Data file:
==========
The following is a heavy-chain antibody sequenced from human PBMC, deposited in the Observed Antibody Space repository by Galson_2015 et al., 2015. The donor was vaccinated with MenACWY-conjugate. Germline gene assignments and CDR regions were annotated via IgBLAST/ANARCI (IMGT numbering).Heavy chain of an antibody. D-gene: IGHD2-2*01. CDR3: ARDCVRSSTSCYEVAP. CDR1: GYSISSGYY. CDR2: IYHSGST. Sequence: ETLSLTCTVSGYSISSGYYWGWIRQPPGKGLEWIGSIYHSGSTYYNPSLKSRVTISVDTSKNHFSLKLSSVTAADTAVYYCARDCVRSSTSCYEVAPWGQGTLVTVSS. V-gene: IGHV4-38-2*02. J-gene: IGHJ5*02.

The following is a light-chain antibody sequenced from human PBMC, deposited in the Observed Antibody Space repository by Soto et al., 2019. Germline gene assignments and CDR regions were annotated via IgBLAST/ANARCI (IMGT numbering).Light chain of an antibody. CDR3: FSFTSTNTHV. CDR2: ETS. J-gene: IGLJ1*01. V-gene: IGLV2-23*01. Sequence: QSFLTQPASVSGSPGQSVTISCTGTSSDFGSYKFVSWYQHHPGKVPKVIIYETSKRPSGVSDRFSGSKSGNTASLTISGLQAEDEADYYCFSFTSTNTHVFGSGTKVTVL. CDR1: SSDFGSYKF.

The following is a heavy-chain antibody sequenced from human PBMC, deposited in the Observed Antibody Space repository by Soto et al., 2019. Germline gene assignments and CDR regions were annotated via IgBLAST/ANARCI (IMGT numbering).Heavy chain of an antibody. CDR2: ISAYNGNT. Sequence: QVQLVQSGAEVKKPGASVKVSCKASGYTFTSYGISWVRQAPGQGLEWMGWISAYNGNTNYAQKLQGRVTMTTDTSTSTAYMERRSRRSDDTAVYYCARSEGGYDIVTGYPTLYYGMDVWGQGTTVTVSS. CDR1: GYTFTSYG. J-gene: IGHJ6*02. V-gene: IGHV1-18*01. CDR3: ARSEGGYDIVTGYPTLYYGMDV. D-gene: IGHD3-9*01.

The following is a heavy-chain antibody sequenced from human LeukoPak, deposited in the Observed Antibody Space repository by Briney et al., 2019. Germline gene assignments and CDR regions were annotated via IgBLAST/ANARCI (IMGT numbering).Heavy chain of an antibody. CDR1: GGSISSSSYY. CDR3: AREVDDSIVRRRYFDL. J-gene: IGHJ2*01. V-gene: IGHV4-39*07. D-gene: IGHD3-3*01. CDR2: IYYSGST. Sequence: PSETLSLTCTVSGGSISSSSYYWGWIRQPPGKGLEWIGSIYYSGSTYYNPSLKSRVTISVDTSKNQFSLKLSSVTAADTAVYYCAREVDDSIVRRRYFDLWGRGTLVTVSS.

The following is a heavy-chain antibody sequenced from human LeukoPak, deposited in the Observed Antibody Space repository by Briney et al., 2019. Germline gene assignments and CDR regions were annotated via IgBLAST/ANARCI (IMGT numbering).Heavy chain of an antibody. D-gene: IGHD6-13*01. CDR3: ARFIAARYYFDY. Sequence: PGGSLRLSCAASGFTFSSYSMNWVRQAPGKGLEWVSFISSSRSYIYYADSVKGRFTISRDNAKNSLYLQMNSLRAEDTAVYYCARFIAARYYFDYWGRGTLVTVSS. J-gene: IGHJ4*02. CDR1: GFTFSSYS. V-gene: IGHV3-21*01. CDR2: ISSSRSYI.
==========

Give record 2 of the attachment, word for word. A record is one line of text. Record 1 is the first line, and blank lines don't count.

The following is a light-chain antibody sequenced from human PBMC, deposited in the Observed Antibody Space repository by Soto et al., 2019. Germline gene assignments and CDR regions were annotated via IgBLAST/ANARCI (IMGT numbering).Light chain of an antibody. CDR3: FSFTSTNTHV. CDR2: ETS. J-gene: IGLJ1*01. V-gene: IGLV2-23*01. Sequence: QSFLTQPASVSGSPGQSVTISCTGTSSDFGSYKFVSWYQHHPGKVPKVIIYETSKRPSGVSDRFSGSKSGNTASLTISGLQAEDEADYYCFSFTSTNTHVFGSGTKVTVL. CDR1: SSDFGSYKF.